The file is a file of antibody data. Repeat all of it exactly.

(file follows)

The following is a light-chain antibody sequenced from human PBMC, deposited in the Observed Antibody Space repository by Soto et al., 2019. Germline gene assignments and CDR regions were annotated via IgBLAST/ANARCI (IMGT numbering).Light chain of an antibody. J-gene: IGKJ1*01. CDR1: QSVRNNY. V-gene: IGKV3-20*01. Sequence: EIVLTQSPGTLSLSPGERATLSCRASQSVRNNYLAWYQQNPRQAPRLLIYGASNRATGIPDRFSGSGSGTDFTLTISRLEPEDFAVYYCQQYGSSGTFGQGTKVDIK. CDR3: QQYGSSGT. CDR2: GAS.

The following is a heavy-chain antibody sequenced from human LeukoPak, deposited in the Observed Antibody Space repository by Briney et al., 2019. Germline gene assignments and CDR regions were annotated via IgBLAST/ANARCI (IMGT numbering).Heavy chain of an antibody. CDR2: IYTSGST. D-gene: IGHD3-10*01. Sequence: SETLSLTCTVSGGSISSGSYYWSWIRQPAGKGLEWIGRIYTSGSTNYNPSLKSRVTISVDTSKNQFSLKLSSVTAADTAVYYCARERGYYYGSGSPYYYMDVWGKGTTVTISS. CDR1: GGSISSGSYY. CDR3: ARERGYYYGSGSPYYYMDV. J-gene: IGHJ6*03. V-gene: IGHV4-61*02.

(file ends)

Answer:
The following is a light-chain antibody sequenced from human PBMC, deposited in the Observed Antibody Space repository by Soto et al., 2019. Germline gene assignments and CDR regions were annotated via IgBLAST/ANARCI (IMGT numbering).Light chain of an antibody. J-gene: IGKJ1*01. CDR1: QSVRNNY. V-gene: IGKV3-20*01. Sequence: EIVLTQSPGTLSLSPGERATLSCRASQSVRNNYLAWYQQNPRQAPRLLIYGASNRATGIPDRFSGSGSGTDFTLTISRLEPEDFAVYYCQQYGSSGTFGQGTKVDIK. CDR3: QQYGSSGT. CDR2: GAS.

The following is a heavy-chain antibody sequenced from human LeukoPak, deposited in the Observed Antibody Space repository by Briney et al., 2019. Germline gene assignments and CDR regions were annotated via IgBLAST/ANARCI (IMGT numbering).Heavy chain of an antibody. CDR2: IYTSGST. D-gene: IGHD3-10*01. Sequence: SETLSLTCTVSGGSISSGSYYWSWIRQPAGKGLEWIGRIYTSGSTNYNPSLKSRVTISVDTSKNQFSLKLSSVTAADTAVYYCARERGYYYGSGSPYYYMDVWGKGTTVTISS. CDR1: GGSISSGSYY. CDR3: ARERGYYYGSGSPYYYMDV. J-gene: IGHJ6*03. V-gene: IGHV4-61*02.